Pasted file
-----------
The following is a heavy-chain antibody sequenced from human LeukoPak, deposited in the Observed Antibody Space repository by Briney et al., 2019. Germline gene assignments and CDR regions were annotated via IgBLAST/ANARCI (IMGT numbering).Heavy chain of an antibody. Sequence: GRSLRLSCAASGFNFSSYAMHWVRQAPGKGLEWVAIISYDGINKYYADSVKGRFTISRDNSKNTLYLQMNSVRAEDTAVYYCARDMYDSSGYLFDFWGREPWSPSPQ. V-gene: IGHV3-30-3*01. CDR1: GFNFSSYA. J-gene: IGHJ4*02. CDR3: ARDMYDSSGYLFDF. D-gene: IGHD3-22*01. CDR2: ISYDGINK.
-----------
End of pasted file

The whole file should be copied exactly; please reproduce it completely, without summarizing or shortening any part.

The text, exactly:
The following is a heavy-chain antibody sequenced from human LeukoPak, deposited in the Observed Antibody Space repository by Briney et al., 2019. Germline gene assignments and CDR regions were annotated via IgBLAST/ANARCI (IMGT numbering).Heavy chain of an antibody. Sequence: GRSLRLSCAASGFNFSSYAMHWVRQAPGKGLEWVAIISYDGINKYYADSVKGRFTISRDNSKNTLYLQMNSVRAEDTAVYYCARDMYDSSGYLFDFWGREPWSPSPQ. V-gene: IGHV3-30-3*01. CDR1: GFNFSSYA. J-gene: IGHJ4*02. CDR3: ARDMYDSSGYLFDF. D-gene: IGHD3-22*01. CDR2: ISYDGINK.